Reese Lansangan: A Trailblazer in the International Indie Music Scene

Follow every single thing that sparks your interest and see where it leads you. It’s okay to love many things. It’s okay to fall out of love, too. It’s okay to change. Just keep being brave, keep doing what you love.

By STYLEGUIDE

September 15 2019

With numerous gigs under her belt, Reese Lansangan has brought her music to international shores having performed in Japan, Singapore, New Zealand and the USA. She opened for Paramore and Oh Wonder’s Ultralife Tour in Manila & has shared the stage with artists such as The Temper Trap, LANY, Purity Ring & Explosions in the Sky.

Beyond her musical talents and representative of her creative prowess, Reese has received honours for her notable work in the fields of art, design, fashion, writing, and music. Her body of creative work is heavily influenced by childhood, science, Asian iconography, and pop culture, branded with a hint of humour. In both her art and music, she is keen on dissecting and shedding light to everyday phenomena that are commonly overlooked.

With her work, she hopes to convey aspects of our humanity by depicting observations, commentaries, collective experiences and fleeting feelings that are almost never talked about. STYLEGUIDE speaks to Reese about her upcoming concert in Singapore and finds out more about what drives this creative powerhouse forward:

Okay, so let’s start off! How excited are you to be performing in Singapore?

SO excited. I love Singapore because it’s such a small dynamic, exciting place. It’s obvious how much SG values art and culture, and I love visiting my usual haunts there (Bras Basah, Basheer Books, Cat Socrates, Little Drom Store, and of course BookActually). Singapore was also my first international music festival type of gig so it’s absolutely incredible to be back again with a solo show. I just really hope people turn up to watch!

How did you get started and what is the inspiration behind your music?

As a kid, nursery rhymes and biblical songs for children would be on repeat the entire day - and I knew every word to every song by heart. I was bought countless cassette tapes, from Disney soundtracks to contemporary bands I didn't even know about until my Dad introduced me to them. He gave me my very first cassette tape - Spice World by Spice Girls and No Strings Attached by N'sync. I think I first developed my love for music because I listened to so much of it every day.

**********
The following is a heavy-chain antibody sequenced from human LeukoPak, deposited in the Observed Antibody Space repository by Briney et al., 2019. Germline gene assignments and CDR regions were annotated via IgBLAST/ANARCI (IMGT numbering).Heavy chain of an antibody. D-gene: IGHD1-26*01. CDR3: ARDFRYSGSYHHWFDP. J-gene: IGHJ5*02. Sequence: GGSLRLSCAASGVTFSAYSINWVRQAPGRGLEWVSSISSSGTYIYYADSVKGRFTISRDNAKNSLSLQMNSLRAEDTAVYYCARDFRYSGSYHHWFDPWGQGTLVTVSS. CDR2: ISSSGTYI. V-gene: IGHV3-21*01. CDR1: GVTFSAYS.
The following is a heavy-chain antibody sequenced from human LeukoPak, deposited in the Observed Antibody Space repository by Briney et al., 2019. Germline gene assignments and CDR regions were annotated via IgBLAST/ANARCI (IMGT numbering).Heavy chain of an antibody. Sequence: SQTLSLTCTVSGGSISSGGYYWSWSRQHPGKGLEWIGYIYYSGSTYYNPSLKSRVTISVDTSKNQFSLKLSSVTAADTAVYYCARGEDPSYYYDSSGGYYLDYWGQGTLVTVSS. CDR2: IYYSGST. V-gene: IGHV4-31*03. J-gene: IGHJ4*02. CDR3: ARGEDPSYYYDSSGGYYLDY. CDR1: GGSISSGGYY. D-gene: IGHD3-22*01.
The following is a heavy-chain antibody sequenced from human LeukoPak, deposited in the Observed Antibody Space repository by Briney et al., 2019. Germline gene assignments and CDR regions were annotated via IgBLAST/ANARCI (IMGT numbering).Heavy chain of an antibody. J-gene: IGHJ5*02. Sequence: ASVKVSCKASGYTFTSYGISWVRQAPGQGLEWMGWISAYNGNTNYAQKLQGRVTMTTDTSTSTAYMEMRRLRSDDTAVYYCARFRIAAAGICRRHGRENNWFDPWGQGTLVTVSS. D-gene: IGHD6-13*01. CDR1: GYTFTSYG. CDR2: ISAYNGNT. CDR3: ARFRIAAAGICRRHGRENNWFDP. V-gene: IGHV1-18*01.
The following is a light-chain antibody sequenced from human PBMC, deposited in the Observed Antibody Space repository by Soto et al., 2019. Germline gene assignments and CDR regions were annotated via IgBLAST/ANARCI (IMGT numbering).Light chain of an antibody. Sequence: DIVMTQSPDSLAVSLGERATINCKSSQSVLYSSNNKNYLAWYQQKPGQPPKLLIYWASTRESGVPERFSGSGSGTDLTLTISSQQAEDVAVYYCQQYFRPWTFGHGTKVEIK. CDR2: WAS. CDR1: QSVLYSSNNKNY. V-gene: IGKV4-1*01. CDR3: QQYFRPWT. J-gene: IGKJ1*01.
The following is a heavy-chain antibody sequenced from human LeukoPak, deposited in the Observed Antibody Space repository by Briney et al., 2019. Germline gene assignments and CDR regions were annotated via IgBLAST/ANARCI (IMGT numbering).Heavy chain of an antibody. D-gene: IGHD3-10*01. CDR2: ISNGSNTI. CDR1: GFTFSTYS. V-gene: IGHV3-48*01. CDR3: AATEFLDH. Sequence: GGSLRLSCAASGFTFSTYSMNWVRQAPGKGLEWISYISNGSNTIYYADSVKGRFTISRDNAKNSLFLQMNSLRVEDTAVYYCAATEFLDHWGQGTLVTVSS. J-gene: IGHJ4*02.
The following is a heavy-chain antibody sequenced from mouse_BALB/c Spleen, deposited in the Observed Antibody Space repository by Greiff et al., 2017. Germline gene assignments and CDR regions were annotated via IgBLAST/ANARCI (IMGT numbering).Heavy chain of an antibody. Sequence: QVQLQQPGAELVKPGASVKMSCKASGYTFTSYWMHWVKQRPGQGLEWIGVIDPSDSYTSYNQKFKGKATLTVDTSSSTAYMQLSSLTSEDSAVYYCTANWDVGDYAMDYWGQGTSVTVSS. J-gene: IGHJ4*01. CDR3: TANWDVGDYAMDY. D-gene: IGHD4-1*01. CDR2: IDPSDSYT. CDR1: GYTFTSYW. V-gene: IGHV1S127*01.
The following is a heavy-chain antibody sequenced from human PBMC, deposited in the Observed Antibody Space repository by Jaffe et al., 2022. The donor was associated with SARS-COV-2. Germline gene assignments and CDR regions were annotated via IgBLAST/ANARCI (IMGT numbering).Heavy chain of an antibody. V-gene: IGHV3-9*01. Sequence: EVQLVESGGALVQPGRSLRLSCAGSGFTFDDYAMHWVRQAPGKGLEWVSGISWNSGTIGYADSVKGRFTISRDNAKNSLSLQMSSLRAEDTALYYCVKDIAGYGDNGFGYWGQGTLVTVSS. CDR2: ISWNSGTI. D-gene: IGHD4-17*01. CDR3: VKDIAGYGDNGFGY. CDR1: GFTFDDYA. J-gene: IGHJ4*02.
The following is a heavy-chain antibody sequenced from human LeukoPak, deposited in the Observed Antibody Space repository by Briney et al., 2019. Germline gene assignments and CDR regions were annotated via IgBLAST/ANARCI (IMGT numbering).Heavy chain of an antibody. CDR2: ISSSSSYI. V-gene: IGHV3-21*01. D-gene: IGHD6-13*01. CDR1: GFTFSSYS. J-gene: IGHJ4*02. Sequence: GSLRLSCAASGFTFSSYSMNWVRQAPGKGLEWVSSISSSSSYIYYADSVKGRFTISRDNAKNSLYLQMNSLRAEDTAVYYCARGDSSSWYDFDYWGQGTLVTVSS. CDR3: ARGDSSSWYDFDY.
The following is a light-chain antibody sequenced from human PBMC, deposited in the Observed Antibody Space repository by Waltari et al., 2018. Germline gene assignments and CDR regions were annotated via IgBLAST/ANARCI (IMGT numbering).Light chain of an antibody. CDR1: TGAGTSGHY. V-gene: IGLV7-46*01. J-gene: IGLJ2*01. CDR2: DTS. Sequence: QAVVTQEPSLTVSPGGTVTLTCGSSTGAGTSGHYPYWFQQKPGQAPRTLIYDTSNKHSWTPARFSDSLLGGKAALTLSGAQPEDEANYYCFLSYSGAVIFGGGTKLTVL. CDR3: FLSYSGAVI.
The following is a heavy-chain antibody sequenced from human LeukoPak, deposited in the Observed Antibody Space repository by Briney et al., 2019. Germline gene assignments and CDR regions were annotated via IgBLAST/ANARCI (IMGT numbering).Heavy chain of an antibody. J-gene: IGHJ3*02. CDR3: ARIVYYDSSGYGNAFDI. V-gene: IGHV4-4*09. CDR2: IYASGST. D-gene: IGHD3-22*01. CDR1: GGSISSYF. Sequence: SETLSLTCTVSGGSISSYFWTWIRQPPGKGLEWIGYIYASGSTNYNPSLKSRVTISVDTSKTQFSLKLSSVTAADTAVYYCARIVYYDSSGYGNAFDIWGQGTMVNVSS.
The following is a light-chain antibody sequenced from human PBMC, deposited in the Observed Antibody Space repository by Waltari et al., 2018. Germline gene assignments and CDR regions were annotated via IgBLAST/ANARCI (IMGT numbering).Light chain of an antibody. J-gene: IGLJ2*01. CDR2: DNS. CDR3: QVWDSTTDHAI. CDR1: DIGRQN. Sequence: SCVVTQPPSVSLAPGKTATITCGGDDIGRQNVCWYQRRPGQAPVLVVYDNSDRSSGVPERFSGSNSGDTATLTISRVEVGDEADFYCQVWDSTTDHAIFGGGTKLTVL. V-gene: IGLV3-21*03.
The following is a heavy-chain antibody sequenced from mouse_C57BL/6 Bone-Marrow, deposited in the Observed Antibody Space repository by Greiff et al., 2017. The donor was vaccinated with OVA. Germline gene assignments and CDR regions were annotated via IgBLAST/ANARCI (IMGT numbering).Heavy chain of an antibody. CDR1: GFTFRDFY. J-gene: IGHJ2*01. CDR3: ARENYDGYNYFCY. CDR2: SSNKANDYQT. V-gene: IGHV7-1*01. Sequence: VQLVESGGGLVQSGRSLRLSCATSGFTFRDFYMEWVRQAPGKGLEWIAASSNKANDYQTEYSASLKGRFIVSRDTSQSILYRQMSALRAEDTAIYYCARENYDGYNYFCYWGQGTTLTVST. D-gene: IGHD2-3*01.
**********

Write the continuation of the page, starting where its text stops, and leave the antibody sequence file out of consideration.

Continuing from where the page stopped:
My father's side was the musical one - everybody sang and had an instrument. My own dad used to play the guitar and the trumpet, and for family reunions, we would always have a father-daughter acoustic number which I would be painfully shy about. When my Dad passed away (when I was 9), I decided to pick up his guitar and tried learning how to play it on my own with the song hits he left behind.

The cliche but very real answer is that I find inspiration everywhere. There would be moments when I’m just walking and I suddenly get a phrase into my head that I think would make for a good song title. Since I also read a lot of books, I get lots of ideas from there, too. My EP title (Of Sound Mind & Memory) came from a book I was reading called The Westing Game. Lastly, and this might sound really selfish, but I find inspiration within myself. I’m very attuned to the things that are happening to me. When it’s a particularly difficult situation and I’m in the thick of it, I can’t immediately write about it yet. But when I do get to finish a song, only then do I get to fully understand myself and get my own peace and closure.

Tell us more about the book you co-authored ‘In Case You Come Back’, how do you strike a balance between your writing and your music?

To be honest, I don’t think of myself as a poet at all. I just got lucky that I had “writing Twitter haikus” as a creative outlet back then, which is how I got to write In Case You Come Back with my co-author, Marla Miniano. That first book was more short-form poetry, and the sequel to it (The Maps That Contain Us) is a mix of both poem and prose/flash fiction.